Sophomores from Carnegie Mellon University’s School of Design were recently featured at the Relating Systems Thinking and Design (RSD9) Symposium. The students took part in the Gigamap Exhibition with systems maps that were developed in the School of Designs’ Systems Thinking course.
RSD9 is an annual week-long program dedicated to systemic design, hosted this year by the National Institute of Design of India, with the theme was “Systemic Design for Well-being: From human to humane.” The Gigamap Exhibition featured systems maps developed by four teams of students in their Systems Thinking course during Spring 2020.
“Students learn to understand the impact of design at a systemic level: from the micro to the macro,” said PhD Researcher Sofía Bosch Gómez, who was one of the instructors of the course with Donna Maione. “How design can have a ripple effect at different scales and how to think about this in regards to the future: what sort of design interventions do they want to develop in order to impact larger socio-technical systems considering its future repercussions.
“So we prompt them to think contextually to design responsibly.”
The maps featured at RSD9 cover the topics of the Obesity Epidemic, Rising Adolescent Depression, the Opioid Crisis and a deeper focus on Obesity in Western Pennsylvania. The School of Design maps were also unique in that they were the only maps presented in the symposium that were developed by first year undergraduates.
“Our map is unique from others by its balance of complexity and readability of information through context and composition,” said Joseph Kim (BDes ’23), speaking for his team’s map which looked at the opioid epidemic in the United States. “It communicates the interconnectedness of problems via systems of analysis, while also acknowledging the stakeholders. Moreover, we presented a detailed list of intervention points with consideration to negative externalities to the proposed solutions.”
“Upon first glance, obesity might be seemingly easy to solve— eat healthy, go to the gym and lose weight,” said Han. “However, this problem has engulfed almost 37% of the American population with systemic issues affecting a myriad of demographics. Layers of systemic and systematic interconnectivity bury complications from the public eye, making large-scale issues like obesity difficult to tackle."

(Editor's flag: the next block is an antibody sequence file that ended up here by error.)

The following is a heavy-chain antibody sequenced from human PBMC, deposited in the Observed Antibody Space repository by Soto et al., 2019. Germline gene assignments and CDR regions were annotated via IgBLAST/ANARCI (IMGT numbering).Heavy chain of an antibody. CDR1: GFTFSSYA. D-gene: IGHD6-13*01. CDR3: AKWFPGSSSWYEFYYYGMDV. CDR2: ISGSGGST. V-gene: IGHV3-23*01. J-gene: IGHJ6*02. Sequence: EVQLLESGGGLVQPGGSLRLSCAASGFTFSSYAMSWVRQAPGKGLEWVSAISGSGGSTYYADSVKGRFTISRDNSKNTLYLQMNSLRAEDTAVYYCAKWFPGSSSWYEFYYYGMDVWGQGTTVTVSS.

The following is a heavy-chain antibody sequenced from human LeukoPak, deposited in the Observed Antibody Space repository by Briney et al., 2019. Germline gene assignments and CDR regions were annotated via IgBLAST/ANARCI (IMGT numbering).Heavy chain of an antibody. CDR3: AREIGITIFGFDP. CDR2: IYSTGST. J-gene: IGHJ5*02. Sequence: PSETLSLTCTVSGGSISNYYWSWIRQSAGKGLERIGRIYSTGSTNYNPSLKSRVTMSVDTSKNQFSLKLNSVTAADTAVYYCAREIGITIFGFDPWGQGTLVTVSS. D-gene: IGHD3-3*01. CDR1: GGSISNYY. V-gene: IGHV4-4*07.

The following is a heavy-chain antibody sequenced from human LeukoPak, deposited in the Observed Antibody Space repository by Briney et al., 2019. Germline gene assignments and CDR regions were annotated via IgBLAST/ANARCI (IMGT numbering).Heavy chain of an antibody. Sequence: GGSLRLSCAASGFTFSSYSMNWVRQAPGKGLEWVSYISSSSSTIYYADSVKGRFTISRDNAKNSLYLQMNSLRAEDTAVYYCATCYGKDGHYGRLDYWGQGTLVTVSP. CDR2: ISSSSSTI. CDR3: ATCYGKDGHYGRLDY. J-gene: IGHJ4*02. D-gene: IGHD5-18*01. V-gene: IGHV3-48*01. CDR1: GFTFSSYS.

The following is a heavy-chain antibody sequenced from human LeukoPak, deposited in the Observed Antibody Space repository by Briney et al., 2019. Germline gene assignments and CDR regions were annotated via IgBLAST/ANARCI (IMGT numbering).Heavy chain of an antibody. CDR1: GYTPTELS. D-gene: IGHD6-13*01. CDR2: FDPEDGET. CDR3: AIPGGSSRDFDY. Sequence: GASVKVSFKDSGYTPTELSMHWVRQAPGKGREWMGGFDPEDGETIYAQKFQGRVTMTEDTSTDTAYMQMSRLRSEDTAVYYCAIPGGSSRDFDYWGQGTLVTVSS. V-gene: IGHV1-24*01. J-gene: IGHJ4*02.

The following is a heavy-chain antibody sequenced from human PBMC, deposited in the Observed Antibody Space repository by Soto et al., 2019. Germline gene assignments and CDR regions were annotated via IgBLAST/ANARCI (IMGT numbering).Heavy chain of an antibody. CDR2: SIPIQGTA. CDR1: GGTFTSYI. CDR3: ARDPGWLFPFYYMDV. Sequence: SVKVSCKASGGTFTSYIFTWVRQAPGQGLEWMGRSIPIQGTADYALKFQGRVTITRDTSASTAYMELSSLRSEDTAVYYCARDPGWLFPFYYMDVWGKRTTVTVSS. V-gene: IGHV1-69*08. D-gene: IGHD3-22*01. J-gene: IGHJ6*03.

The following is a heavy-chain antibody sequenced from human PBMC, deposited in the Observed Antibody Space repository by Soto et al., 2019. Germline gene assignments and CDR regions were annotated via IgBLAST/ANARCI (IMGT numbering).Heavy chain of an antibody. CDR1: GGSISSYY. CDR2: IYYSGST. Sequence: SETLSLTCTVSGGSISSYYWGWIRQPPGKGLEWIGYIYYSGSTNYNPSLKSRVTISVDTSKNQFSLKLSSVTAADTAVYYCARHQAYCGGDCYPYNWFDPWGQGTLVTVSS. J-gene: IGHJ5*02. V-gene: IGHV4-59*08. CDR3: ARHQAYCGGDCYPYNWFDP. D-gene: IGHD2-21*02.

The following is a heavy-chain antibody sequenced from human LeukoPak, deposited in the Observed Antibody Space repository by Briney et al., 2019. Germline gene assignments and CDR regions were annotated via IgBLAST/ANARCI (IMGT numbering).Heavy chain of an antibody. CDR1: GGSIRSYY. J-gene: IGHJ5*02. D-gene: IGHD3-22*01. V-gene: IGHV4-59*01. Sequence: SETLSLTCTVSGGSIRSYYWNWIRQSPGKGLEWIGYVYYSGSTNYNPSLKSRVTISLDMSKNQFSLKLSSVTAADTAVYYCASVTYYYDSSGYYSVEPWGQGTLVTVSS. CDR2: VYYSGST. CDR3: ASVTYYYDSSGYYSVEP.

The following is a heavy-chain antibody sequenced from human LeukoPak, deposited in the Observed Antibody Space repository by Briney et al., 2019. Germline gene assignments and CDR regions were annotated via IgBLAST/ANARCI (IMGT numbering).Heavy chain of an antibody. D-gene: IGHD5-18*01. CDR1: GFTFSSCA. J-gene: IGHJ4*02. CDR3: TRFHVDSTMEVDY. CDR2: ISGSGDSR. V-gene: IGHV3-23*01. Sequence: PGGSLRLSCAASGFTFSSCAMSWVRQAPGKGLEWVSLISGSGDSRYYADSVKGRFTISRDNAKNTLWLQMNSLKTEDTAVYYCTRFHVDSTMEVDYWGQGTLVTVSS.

“Our group uncovered this complex system by analyzing the problem with a scalar approach, placing a multitude of stakeholders within the distinct problem spaces throughout a micro-to-macro scope,” continued Han. “By pinpointing clusters of defects and flaws, then filtering them through STEEP (Social, Technological, Economic, Ecologic, Political) lenses, the map clarifies interdependencies within the various aspects of our daily lives”
For all of the students, the perspective of designers are vital when it comes to solving wicked problems like these.
“Designers play a significant role in addressing these problems by visualizing complex issues to help the general public understand and catalyze change,” said Kim. “As designers, we need to be cognizant of the diversity of stakeholders involved.”
“Often we think problems like such are one-dimensional, however, designers are able to take a step back and see the whole picture,” said Han. “We realize that wicked problems are much more complex and messy. Not only is the solution important but really understanding how everything is connected is just as crucial as well. Designers are able to take these findings and visualize it. This brings a different perspective to the problem and the audience is able to see and fully grasp how complicated the problem is.”
“CMU is one of a handful of universities that have systems thinking woven into their undergraduate curriculum,” added Gomez. “The School of Design is a pioneer in the way the topic is taught, more so to First Year students. The syllabus is designed in a modular form in order to address the topic as praxis: the intersection between theory and practice.”